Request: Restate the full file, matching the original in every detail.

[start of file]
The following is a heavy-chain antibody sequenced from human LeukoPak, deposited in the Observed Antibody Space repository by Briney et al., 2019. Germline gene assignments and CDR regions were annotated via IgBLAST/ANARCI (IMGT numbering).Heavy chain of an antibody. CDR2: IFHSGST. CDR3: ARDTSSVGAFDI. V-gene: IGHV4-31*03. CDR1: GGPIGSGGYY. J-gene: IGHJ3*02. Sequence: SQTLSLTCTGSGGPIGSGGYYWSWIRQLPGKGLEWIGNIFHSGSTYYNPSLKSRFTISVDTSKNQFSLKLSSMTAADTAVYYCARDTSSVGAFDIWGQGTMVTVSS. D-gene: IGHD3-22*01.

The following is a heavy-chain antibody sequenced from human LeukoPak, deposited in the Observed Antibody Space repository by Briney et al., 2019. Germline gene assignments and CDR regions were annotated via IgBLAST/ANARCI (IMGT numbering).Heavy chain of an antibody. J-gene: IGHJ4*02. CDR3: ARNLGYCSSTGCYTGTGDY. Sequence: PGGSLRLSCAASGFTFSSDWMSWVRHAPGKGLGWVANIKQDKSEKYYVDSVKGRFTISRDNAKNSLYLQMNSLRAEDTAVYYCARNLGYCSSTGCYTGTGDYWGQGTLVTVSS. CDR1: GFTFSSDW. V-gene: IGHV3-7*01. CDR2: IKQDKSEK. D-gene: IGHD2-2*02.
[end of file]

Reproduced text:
The following is a heavy-chain antibody sequenced from human LeukoPak, deposited in the Observed Antibody Space repository by Briney et al., 2019. Germline gene assignments and CDR regions were annotated via IgBLAST/ANARCI (IMGT numbering).Heavy chain of an antibody. CDR2: IFHSGST. CDR3: ARDTSSVGAFDI. V-gene: IGHV4-31*03. CDR1: GGPIGSGGYY. J-gene: IGHJ3*02. Sequence: SQTLSLTCTGSGGPIGSGGYYWSWIRQLPGKGLEWIGNIFHSGSTYYNPSLKSRFTISVDTSKNQFSLKLSSMTAADTAVYYCARDTSSVGAFDIWGQGTMVTVSS. D-gene: IGHD3-22*01.

The following is a heavy-chain antibody sequenced from human LeukoPak, deposited in the Observed Antibody Space repository by Briney et al., 2019. Germline gene assignments and CDR regions were annotated via IgBLAST/ANARCI (IMGT numbering).Heavy chain of an antibody. J-gene: IGHJ4*02. CDR3: ARNLGYCSSTGCYTGTGDY. Sequence: PGGSLRLSCAASGFTFSSDWMSWVRHAPGKGLGWVANIKQDKSEKYYVDSVKGRFTISRDNAKNSLYLQMNSLRAEDTAVYYCARNLGYCSSTGCYTGTGDYWGQGTLVTVSS. CDR1: GFTFSSDW. V-gene: IGHV3-7*01. CDR2: IKQDKSEK. D-gene: IGHD2-2*02.